Recalling earlier readings of "Chickamauga" and "An Occurrence at Owl Creek Bridge", I spied this collection of Ambrose Bierce's Civil War Stories while browsing and picked it up. I am unfamiliar with Bierce's complete body of work, but each of the sixteen short stories included in this particular collection is fascinating in its own way. "Bitter" Bierce's writing is attractive in its surprising level of modernity. Infused with a deep pessimism and fatalism, these stories reject all romantic notions of combat, and the consequences of the Civil War's violence are frankly and graphically portrayed. The anguish of the deaf mute child in "Chickamauga" as he discovers the body of his mother near the battlefield
"the white face turned upward, the hands thrown out and clutched full of grass, the clothing deranged, the long dark hair in tangles and full of clotted blood. The greater part of the forehead was torn away and from the jagged hole the brain protruded, overflowing the temple, a frothy mass of gray, crowned with clusters of crimson bubbles -- the work of a shell."
is a particularly memorable, and awful, example of this. There is no heroic death or noble sacrifice, just an abrupt and often painful end to a promising life. The survivors that are willing to think about it are left to wonder if the cost was worth the gain, if there was any.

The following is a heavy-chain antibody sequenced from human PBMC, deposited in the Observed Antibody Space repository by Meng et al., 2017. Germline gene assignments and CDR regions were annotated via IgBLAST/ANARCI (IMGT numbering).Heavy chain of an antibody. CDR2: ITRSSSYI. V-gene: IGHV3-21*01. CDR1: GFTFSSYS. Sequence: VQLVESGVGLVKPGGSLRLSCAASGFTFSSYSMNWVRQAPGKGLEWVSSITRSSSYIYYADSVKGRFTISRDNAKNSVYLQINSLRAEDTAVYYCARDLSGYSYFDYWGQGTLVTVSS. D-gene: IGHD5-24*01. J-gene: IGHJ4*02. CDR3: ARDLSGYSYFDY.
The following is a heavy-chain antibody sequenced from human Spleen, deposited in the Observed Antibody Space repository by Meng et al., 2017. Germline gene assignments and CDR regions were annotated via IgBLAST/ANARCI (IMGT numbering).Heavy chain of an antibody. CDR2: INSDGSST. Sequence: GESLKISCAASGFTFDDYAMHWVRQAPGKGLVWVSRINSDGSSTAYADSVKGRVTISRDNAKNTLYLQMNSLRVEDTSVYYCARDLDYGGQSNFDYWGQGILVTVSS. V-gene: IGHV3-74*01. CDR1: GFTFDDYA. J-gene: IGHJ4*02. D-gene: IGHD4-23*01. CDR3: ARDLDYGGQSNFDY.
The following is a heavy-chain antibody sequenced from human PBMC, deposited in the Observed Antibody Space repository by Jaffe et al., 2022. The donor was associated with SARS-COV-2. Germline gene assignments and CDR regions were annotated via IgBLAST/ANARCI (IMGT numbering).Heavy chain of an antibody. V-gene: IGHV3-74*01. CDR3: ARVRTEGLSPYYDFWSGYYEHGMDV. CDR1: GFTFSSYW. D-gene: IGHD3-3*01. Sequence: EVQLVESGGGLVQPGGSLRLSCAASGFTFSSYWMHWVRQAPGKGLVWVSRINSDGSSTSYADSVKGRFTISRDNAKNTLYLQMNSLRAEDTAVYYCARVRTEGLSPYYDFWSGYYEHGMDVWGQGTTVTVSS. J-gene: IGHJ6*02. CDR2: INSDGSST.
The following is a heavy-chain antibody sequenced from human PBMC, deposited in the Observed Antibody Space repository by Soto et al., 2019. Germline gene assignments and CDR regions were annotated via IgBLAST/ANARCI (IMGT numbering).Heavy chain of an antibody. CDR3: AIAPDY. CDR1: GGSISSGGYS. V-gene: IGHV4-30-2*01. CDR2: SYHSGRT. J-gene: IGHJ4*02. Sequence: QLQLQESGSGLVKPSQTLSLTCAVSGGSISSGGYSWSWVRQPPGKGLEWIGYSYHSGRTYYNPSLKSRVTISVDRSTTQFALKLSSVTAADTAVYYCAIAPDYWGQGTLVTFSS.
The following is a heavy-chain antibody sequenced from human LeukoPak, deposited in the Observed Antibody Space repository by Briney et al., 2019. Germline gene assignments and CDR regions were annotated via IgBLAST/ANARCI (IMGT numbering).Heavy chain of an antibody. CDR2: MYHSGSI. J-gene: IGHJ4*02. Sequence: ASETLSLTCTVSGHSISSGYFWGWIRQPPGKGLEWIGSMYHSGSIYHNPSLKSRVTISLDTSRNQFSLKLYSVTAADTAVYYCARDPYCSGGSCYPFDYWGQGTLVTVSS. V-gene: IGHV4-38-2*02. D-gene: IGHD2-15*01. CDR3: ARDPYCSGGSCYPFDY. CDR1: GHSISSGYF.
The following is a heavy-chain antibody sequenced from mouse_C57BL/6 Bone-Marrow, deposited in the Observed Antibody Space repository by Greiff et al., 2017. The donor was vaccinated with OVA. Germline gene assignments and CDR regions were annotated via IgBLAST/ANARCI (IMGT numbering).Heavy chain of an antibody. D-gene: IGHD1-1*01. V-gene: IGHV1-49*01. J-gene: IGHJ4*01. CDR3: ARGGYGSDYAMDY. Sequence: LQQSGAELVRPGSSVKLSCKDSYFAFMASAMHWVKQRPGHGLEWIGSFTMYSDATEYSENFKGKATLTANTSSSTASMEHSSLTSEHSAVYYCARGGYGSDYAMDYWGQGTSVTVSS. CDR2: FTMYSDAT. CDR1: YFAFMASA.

Bierce has an abused subordinate's principled disdain for the unworthy man placed in a position of great responsibility. The big men in his short stories -- General Cameron in "One Kind Of Officer", 'the general' in "The Affair at Coulter's Notch", and the 'Governor' in "An Affair of Outposts" -- are uniformly callous in their manipulation of the lives of the men beneath them.
Of course the twist ending is ruined for anyone who's seen the wonderful Twilight Zone episode, but my particular favorite will always be "An Occurrence at Owl Creek Bridge". Several of Bierce's stories employ intentional ambiguity, but the unusual (and perhaps experimental for the period?) structure of "Occurrence" and its truly startling conclusion are delightful. As a reader generally uninterested in Civil War fiction, I was enthralled with Bierce's storytelling. That the tales sprouted from the mind of an actual Civil War veteran only enhances the authenticity of the imagery and the reader's consideration of the author's brutal examination of so many of the conflict's themes.
[btw, another story from this particular collection successfully adapted to the screen is "Parker Adderson, Philosopher". I remember being impressed by it when I viewed in on Bravo (way back when they actually showed good stuff on that awful channel).]